Eighty-five percent of the respondents said they felt at least somewhat proud to be a resident in Cosmo City, and 57% said they felt very proud. Although the immediate neighbourhood clearly has more significance in terms of belonging, the proportion of residents who reported feeling part of and proud of the entire community is high.

About 74% of respondents said that at least half of the people they interact with in Cosmo City have different backgrounds to their own. At the same time, about 43% were satisfied with the level of interaction they had with other people who live in Cosmo City, and a further 44% were interested in interacting more. Only 13% expressed no interest in interaction. This is a positive sign, given the large proportion saying that those they interact with in Cosmo City mostly have different backgrounds to their own. These are encouraging indications of good social cohesion, especially given that Cosmo City is still so new.

 

Crime and fear of crime

To determine the extent of their crime victimisation and fear, respondents were asked:

How are you most affected by crime in Cosmo City?

What crimes have the members of your household experienced in Cosmo City in the last five years? The response options were:

  • Theft of personal property

  • Mugging/robbery in public space

  • Theft of a car/motorbike/bicycle

  • Car hijacking

  • Home burglary

  • Home robbery

  • Business burglary or robbery

  • Physical assault

  • Sexual assault/rape

  • Murder

  • Other

About 74% of respondents said they feel safe in Cosmo City, at least during the day. According to the Statistics South Africa National Victims of Crime Survey for 2014/2015, about 85% of South Africans say they feel safe walking alone in their area during the day.52 On the other hand, about half of respondents here said they feel safe in Cosmo City all the time, while about 69% of respondents to the National Victims of Crime Survey said they felt unsafe walking alone in their area at night - and by implication no more than about 31% could say that they felt safe at all times.53 Only 7% of Cosmo City respondents felt unsafe in public places, as compared to 37% of National Victims of Crime Survey respondents nationally who said that fear of crime leads them to avoid going to open spaces unaccompanied.54 The questions in the two surveys are not perfectly comparable, but there is some indication that Cosmo City residents are less fearful of crime than the national average.

Seventy-one percent of the respondents said that the members of their household had experienced at least one of the listed crime types in the last five years. Six percent said that someone in their household had been murdered in the last five years. This would imply a murder rate about 15 times that of the official police statistics in the precinct - especially implausible given the evidence that murder is relatively well reflected in official statistics.55 But rare and particularly memorable crimes like murder are often massively over-represented in victim surveys, and indeed their numbers are also implausibly inflated in the National Victims of Crime Survey.56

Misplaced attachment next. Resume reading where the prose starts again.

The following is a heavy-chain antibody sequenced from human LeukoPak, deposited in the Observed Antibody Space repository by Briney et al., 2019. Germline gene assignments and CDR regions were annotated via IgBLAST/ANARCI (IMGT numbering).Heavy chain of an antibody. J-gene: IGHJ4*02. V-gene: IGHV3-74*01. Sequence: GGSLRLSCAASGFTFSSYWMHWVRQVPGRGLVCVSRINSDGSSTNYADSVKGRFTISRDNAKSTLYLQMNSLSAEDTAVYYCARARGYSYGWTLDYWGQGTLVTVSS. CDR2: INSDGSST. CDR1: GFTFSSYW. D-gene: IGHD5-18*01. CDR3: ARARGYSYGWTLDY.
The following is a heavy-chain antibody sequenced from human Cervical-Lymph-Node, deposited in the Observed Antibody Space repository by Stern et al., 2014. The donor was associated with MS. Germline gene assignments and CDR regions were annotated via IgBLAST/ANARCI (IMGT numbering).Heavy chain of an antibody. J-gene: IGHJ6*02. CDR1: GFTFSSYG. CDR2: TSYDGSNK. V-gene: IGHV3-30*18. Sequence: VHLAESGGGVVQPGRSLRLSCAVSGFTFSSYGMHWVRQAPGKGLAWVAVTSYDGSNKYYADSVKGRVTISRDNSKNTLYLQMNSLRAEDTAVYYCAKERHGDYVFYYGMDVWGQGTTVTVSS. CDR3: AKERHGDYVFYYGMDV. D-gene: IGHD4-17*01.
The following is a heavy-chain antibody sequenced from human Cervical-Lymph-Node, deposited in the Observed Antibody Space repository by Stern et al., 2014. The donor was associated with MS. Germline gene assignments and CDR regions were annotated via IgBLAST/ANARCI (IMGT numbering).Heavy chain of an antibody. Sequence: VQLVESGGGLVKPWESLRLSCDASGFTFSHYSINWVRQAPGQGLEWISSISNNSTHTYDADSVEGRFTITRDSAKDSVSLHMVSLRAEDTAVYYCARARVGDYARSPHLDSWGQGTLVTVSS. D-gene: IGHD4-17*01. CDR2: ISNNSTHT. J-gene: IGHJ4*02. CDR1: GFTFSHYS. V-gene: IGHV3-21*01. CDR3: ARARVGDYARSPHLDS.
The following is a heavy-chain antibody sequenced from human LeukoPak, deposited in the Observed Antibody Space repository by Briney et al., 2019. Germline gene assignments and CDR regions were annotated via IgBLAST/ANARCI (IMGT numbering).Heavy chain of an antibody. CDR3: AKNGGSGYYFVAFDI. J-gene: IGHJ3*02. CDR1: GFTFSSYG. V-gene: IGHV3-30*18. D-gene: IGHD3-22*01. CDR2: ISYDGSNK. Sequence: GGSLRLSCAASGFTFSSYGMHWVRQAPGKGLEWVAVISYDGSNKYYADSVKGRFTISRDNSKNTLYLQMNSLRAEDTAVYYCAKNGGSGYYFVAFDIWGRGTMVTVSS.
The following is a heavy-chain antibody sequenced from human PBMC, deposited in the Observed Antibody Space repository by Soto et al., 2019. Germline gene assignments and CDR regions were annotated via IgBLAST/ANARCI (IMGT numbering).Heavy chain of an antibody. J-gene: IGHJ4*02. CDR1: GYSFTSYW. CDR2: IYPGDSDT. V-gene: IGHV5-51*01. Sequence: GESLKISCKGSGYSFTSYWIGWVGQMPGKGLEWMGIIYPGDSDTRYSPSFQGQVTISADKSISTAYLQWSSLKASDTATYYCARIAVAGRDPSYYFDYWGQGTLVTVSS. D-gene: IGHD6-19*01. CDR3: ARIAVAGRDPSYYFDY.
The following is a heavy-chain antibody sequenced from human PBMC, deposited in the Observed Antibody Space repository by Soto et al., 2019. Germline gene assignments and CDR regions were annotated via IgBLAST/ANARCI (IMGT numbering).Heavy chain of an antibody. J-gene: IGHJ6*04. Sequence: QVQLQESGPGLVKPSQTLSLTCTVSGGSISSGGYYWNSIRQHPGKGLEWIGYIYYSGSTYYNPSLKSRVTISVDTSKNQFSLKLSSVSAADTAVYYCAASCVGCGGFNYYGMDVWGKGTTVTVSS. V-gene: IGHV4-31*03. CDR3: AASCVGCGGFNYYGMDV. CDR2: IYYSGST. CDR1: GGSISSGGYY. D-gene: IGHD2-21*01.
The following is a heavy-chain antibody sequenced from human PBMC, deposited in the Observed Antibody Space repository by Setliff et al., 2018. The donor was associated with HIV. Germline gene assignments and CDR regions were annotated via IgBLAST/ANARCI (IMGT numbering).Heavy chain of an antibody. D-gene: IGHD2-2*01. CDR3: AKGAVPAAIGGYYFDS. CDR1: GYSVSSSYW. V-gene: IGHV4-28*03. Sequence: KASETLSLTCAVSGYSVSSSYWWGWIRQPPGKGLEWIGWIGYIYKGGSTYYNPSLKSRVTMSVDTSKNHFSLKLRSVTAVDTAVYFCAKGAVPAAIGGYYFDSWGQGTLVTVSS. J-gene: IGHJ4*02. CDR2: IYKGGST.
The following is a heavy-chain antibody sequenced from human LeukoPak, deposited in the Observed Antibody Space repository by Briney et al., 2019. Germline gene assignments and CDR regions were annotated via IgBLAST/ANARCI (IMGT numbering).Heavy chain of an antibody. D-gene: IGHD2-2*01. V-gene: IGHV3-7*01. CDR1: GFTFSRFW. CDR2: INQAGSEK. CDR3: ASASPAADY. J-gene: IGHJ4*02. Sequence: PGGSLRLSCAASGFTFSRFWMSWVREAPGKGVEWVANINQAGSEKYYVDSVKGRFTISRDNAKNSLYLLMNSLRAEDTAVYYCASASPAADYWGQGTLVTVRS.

Rates for a number of the other crimes reported are also considerably higher than those in the National Victims of Crime Survey. The self-reported rate of theft of personal property in Cosmo City is about 30% in five years, or about 6% a year, as compared to the National Victims of Crime Survey result of 2% a year. Some other crimes see Cosmo City self-reporting rates more in line with those seen in the National Victims of Crime Survey. The framing and phrasing of the questions do not make for a perfect methodological match, but the overall suggestion is that self-reported rates of crime victimisation in Cosmo City appear to be considerably higher than the national picture, some improbably so.

 

Conclusion: knowing your neighbour, knowing their crime

It is unclear to what extent crime victimisation is indeed more common in Cosmo City, although Honeydew police are quoted in the press as suggesting that Cosmo City has a disproportionate share of the crime in the sector, itself one of the highest crime areas in Johannesburg.57 It is also unclear to what extent the survey conditions or community characteristics, including social cohesion, may have influenced the respondents' inclination to self-report these crimes. An overwhelming proportion of respondents reported having experienced some form of crime, a very large proportion reported strong social cohesion, and a small proportion reported much fear. The unexpectedly limited variation in responses and the relatively small sample size make it impossible to reliably ascertain a relationship between these factors. It is noteworthy, however, that there is certainly no evidence that the apparently strong social cohesion has resulted in a low crime rate.

The self-reported victimisation rates are strikingly high. One possible explanation is that a relatively informal survey setting, in which responses are recorded on a mobile phone, can lead to different results to those recorded in a booklet of some 60 pages as used for the National Victims of Crime Survey. The data collection mode (e.g. Internet vs face-to-face) has been shown in other research to have an impact on victimisation survey results, but not anywhere near the extent suggested here.58